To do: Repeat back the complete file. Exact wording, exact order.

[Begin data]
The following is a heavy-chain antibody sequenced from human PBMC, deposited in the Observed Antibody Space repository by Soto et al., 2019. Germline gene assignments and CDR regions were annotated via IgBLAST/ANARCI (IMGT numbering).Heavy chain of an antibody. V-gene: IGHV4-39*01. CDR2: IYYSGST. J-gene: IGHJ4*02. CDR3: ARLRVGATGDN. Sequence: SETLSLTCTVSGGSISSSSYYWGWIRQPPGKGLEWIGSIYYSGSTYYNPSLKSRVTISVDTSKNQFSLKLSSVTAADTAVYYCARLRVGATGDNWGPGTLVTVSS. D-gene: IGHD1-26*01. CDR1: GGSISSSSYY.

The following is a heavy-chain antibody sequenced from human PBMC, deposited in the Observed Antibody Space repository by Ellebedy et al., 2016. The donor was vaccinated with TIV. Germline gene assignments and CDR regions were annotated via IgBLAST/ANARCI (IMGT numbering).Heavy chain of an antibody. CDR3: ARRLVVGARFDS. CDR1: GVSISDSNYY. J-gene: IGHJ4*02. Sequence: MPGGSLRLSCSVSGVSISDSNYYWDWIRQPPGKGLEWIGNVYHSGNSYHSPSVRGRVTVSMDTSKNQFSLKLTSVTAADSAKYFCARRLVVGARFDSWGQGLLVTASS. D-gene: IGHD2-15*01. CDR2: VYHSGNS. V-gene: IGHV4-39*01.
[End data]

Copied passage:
The following is a heavy-chain antibody sequenced from human PBMC, deposited in the Observed Antibody Space repository by Soto et al., 2019. Germline gene assignments and CDR regions were annotated via IgBLAST/ANARCI (IMGT numbering).Heavy chain of an antibody. V-gene: IGHV4-39*01. CDR2: IYYSGST. J-gene: IGHJ4*02. CDR3: ARLRVGATGDN. Sequence: SETLSLTCTVSGGSISSSSYYWGWIRQPPGKGLEWIGSIYYSGSTYYNPSLKSRVTISVDTSKNQFSLKLSSVTAADTAVYYCARLRVGATGDNWGPGTLVTVSS. D-gene: IGHD1-26*01. CDR1: GGSISSSSYY.

The following is a heavy-chain antibody sequenced from human PBMC, deposited in the Observed Antibody Space repository by Ellebedy et al., 2016. The donor was vaccinated with TIV. Germline gene assignments and CDR regions were annotated via IgBLAST/ANARCI (IMGT numbering).Heavy chain of an antibody. CDR3: ARRLVVGARFDS. CDR1: GVSISDSNYY. J-gene: IGHJ4*02. Sequence: MPGGSLRLSCSVSGVSISDSNYYWDWIRQPPGKGLEWIGNVYHSGNSYHSPSVRGRVTVSMDTSKNQFSLKLTSVTAADSAKYFCARRLVVGARFDSWGQGLLVTASS. D-gene: IGHD2-15*01. CDR2: VYHSGNS. V-gene: IGHV4-39*01.